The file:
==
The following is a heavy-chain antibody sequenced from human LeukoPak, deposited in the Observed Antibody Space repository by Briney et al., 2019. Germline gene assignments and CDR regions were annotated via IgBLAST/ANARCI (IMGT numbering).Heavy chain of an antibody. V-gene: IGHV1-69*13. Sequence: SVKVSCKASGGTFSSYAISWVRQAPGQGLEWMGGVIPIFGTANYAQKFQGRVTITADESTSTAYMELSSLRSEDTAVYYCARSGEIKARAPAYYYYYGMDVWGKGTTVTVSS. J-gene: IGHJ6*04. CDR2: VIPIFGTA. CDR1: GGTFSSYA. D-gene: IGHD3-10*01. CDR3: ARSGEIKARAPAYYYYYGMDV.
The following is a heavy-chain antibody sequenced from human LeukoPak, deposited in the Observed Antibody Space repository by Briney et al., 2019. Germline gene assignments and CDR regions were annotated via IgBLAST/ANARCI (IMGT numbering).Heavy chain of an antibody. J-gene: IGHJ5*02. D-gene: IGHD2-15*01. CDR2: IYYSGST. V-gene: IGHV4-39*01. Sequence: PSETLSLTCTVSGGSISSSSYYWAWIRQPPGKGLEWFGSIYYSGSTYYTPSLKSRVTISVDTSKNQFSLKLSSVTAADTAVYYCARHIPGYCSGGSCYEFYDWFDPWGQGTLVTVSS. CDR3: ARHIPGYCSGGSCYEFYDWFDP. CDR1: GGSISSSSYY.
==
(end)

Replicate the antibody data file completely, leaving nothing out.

The following is a heavy-chain antibody sequenced from human LeukoPak, deposited in the Observed Antibody Space repository by Briney et al., 2019. Germline gene assignments and CDR regions were annotated via IgBLAST/ANARCI (IMGT numbering).Heavy chain of an antibody. V-gene: IGHV1-69*13. Sequence: SVKVSCKASGGTFSSYAISWVRQAPGQGLEWMGGVIPIFGTANYAQKFQGRVTITADESTSTAYMELSSLRSEDTAVYYCARSGEIKARAPAYYYYYGMDVWGKGTTVTVSS. J-gene: IGHJ6*04. CDR2: VIPIFGTA. CDR1: GGTFSSYA. D-gene: IGHD3-10*01. CDR3: ARSGEIKARAPAYYYYYGMDV.
The following is a heavy-chain antibody sequenced from human LeukoPak, deposited in the Observed Antibody Space repository by Briney et al., 2019. Germline gene assignments and CDR regions were annotated via IgBLAST/ANARCI (IMGT numbering).Heavy chain of an antibody. J-gene: IGHJ5*02. D-gene: IGHD2-15*01. CDR2: IYYSGST. V-gene: IGHV4-39*01. Sequence: PSETLSLTCTVSGGSISSSSYYWAWIRQPPGKGLEWFGSIYYSGSTYYTPSLKSRVTISVDTSKNQFSLKLSSVTAADTAVYYCARHIPGYCSGGSCYEFYDWFDPWGQGTLVTVSS. CDR3: ARHIPGYCSGGSCYEFYDWFDP. CDR1: GGSISSSSYY.